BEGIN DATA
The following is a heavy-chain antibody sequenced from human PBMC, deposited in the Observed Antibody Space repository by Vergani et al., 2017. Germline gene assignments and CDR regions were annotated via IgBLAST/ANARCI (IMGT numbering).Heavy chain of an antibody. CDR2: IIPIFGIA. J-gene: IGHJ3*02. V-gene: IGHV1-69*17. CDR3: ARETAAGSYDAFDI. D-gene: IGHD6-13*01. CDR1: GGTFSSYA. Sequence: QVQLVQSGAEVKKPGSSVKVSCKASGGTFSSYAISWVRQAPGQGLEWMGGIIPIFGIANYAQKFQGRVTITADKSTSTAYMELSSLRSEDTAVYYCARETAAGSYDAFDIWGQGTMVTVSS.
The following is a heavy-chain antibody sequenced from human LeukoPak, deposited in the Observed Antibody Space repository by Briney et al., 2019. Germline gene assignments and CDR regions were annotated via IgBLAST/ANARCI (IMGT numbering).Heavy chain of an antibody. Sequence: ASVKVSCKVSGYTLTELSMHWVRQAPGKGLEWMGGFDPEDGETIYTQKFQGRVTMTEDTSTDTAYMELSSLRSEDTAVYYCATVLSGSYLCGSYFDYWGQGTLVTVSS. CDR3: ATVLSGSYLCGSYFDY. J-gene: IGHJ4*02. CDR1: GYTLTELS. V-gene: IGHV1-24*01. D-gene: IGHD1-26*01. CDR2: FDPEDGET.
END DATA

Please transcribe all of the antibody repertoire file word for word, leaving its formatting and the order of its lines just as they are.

The following is a heavy-chain antibody sequenced from human PBMC, deposited in the Observed Antibody Space repository by Vergani et al., 2017. Germline gene assignments and CDR regions were annotated via IgBLAST/ANARCI (IMGT numbering).Heavy chain of an antibody. CDR2: IIPIFGIA. J-gene: IGHJ3*02. V-gene: IGHV1-69*17. CDR3: ARETAAGSYDAFDI. D-gene: IGHD6-13*01. CDR1: GGTFSSYA. Sequence: QVQLVQSGAEVKKPGSSVKVSCKASGGTFSSYAISWVRQAPGQGLEWMGGIIPIFGIANYAQKFQGRVTITADKSTSTAYMELSSLRSEDTAVYYCARETAAGSYDAFDIWGQGTMVTVSS.
The following is a heavy-chain antibody sequenced from human LeukoPak, deposited in the Observed Antibody Space repository by Briney et al., 2019. Germline gene assignments and CDR regions were annotated via IgBLAST/ANARCI (IMGT numbering).Heavy chain of an antibody. Sequence: ASVKVSCKVSGYTLTELSMHWVRQAPGKGLEWMGGFDPEDGETIYTQKFQGRVTMTEDTSTDTAYMELSSLRSEDTAVYYCATVLSGSYLCGSYFDYWGQGTLVTVSS. CDR3: ATVLSGSYLCGSYFDY. J-gene: IGHJ4*02. CDR1: GYTLTELS. V-gene: IGHV1-24*01. D-gene: IGHD1-26*01. CDR2: FDPEDGET.